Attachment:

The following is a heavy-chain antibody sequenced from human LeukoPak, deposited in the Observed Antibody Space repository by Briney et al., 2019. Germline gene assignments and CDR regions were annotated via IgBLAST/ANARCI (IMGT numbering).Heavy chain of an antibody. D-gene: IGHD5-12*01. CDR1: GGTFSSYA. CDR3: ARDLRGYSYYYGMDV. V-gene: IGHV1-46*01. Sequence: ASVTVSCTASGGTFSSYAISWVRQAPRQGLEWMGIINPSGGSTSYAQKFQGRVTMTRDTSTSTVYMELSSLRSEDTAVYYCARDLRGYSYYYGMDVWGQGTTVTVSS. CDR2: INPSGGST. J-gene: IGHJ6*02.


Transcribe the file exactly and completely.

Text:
The following is a heavy-chain antibody sequenced from human LeukoPak, deposited in the Observed Antibody Space repository by Briney et al., 2019. Germline gene assignments and CDR regions were annotated via IgBLAST/ANARCI (IMGT numbering).Heavy chain of an antibody. D-gene: IGHD5-12*01. CDR1: GGTFSSYA. CDR3: ARDLRGYSYYYGMDV. V-gene: IGHV1-46*01. Sequence: ASVTVSCTASGGTFSSYAISWVRQAPRQGLEWMGIINPSGGSTSYAQKFQGRVTMTRDTSTSTVYMELSSLRSEDTAVYYCARDLRGYSYYYGMDVWGQGTTVTVSS. CDR2: INPSGGST. J-gene: IGHJ6*02.